If Best buy had this I would use it!

  • Robabobbob

    I pay less than £59 per year for insurance and if I did drop my phone in the toilet I would get a shiny new phone!

  • jdsingle

    This would end up costing me more in new phones than anything. I end up with too many hardware issues (dead display, dead pixels, dead portions of screen) that by the time all was said and done I’d be out a few hundred bucks and a few weeks for each device to have this. This should come with the phones to begin with :)

  • tim

    I live near salt lake city, and I just saw an add for a buisness doing this. Drop it off and an hour later they hand You your device submerged in water. ????

  • Paul Chromik

    Um, yeah I would use this! Even if it meant not having a phone for a day or two. I don’t think I’d send it to them and have a week without my phone but if Best Buy offered something like this, or if they had retail stores, I’d jump on it. 60 bucks is a hell of a lot cheaper than the $100 deductible Verizon charges, and that’s not even including the monthly cost for insurance…

  • KillerG

    I would think about it if I had a new phone. There’s no point in waterproofing a phone that’s already a few months old, this thing had a lot is chipping thing on on the top because I had forgotten to keep change out of the same pocket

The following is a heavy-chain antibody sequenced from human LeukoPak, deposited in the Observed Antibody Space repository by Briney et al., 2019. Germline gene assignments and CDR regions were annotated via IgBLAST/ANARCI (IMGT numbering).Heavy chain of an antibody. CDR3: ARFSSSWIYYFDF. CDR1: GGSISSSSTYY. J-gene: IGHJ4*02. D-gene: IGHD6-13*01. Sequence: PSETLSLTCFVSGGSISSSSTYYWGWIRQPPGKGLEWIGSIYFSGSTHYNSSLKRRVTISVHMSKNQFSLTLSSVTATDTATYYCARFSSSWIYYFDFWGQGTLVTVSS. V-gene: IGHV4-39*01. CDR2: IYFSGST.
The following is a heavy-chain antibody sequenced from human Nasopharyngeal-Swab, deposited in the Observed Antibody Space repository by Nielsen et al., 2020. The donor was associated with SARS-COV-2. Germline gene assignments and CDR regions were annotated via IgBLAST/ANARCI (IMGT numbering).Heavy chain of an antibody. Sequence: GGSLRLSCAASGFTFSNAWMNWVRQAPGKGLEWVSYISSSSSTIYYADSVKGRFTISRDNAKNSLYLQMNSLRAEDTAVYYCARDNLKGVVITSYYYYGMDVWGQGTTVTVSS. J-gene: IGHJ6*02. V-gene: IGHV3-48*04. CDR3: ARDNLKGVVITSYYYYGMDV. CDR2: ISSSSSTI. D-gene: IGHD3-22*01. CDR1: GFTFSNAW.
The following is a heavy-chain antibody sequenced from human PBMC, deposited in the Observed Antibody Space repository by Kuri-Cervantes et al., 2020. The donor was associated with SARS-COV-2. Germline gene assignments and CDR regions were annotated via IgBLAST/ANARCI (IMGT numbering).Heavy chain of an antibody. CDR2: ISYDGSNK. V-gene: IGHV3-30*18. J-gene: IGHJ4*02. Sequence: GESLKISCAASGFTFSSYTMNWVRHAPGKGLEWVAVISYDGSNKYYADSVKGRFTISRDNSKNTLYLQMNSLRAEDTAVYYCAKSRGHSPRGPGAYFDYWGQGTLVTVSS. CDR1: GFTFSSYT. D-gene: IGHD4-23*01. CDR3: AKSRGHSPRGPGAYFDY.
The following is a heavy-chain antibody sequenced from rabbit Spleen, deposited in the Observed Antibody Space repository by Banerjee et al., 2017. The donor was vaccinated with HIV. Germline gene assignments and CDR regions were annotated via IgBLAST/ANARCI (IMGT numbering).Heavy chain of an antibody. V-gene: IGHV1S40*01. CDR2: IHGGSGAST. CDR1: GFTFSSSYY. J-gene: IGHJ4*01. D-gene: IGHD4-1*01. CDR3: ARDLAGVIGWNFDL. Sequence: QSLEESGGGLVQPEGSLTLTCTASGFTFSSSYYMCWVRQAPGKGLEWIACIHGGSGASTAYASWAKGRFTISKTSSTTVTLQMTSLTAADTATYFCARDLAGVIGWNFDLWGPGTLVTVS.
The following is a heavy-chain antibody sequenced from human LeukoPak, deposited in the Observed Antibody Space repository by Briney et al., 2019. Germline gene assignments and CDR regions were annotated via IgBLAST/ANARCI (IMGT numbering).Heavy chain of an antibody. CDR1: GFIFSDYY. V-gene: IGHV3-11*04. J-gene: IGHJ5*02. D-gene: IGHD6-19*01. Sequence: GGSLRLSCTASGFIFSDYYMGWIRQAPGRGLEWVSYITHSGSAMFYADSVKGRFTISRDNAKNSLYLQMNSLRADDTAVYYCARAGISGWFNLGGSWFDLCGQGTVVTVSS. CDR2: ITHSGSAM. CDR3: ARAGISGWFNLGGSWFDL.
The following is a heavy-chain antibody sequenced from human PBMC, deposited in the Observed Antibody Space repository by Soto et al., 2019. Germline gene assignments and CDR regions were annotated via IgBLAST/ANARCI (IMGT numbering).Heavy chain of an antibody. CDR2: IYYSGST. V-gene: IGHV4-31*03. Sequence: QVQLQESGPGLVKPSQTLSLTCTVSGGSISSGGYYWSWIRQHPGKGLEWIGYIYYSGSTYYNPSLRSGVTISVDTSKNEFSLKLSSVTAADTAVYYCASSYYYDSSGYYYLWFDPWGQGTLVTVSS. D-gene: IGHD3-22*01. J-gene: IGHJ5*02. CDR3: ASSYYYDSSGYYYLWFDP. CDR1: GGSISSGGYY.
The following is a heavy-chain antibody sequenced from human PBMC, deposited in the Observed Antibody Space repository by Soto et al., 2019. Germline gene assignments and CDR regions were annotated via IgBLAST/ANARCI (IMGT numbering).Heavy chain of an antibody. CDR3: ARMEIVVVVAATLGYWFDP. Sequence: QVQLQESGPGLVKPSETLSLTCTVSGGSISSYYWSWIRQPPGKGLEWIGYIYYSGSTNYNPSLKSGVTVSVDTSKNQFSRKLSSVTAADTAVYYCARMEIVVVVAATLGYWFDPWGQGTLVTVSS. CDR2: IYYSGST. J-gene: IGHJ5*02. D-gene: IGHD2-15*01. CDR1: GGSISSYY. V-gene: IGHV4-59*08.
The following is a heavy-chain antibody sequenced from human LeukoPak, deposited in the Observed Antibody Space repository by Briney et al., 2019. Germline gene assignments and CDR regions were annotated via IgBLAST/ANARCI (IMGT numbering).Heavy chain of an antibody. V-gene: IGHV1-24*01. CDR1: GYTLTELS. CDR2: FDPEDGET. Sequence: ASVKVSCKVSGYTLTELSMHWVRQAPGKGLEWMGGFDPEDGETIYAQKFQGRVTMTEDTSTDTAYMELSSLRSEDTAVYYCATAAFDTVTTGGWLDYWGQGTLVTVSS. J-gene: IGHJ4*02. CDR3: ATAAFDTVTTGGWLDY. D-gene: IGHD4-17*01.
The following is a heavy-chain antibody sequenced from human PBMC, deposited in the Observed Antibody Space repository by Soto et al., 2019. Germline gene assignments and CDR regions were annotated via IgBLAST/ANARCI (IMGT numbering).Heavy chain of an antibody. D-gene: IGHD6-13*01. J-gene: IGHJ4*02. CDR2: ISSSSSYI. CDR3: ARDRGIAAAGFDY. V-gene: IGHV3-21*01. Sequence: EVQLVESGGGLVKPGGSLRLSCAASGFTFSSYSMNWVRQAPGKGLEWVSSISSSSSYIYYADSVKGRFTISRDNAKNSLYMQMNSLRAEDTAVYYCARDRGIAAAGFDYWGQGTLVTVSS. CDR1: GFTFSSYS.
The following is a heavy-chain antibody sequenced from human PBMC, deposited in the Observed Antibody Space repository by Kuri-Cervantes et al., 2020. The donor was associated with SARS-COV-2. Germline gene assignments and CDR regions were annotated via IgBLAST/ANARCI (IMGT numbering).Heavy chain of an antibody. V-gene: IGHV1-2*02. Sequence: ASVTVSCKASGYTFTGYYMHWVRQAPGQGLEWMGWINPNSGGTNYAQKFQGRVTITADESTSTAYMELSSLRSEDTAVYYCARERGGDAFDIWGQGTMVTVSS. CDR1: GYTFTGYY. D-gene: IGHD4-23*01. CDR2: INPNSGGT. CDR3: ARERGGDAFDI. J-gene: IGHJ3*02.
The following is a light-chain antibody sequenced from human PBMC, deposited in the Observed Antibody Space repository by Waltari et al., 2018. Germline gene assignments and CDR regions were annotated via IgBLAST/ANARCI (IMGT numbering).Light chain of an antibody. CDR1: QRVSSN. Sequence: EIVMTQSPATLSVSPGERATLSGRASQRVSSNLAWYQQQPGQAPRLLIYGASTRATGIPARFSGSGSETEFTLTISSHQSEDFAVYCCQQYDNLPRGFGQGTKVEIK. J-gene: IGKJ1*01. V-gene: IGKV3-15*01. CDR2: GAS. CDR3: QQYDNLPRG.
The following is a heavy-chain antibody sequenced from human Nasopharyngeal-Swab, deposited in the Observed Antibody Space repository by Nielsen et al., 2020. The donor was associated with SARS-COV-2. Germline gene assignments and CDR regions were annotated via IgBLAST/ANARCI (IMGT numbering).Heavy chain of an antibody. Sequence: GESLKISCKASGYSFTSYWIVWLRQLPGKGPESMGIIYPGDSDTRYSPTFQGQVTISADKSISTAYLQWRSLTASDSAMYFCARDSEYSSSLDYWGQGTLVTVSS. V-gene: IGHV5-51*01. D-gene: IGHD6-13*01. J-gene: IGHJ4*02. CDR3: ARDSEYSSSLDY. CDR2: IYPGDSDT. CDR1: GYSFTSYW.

• Michael Quinlan

    I think the price point is too high for wide adoption of this.  Phone insurance is already of questionable value considering the cost of the insurance, the deductible, and the actual cost of a replacement device.  Since Liquipel doesn’t eliminate the need for insurance, it would just be an additional cost.

    Sending your shiny new device to Liquipel pre-activation would avoid the down time, at the risk of losing that protection as a result of a warranty replacement, which seems to happen a lot with new devices, regardless of the manufacturer.  Waiting until you’re satisfied that your device is not defective, or that you’re not exchanging it for a different model during a “worry free” period to apply the coating would then leave you with down time, or having to revert to your older device temporarily.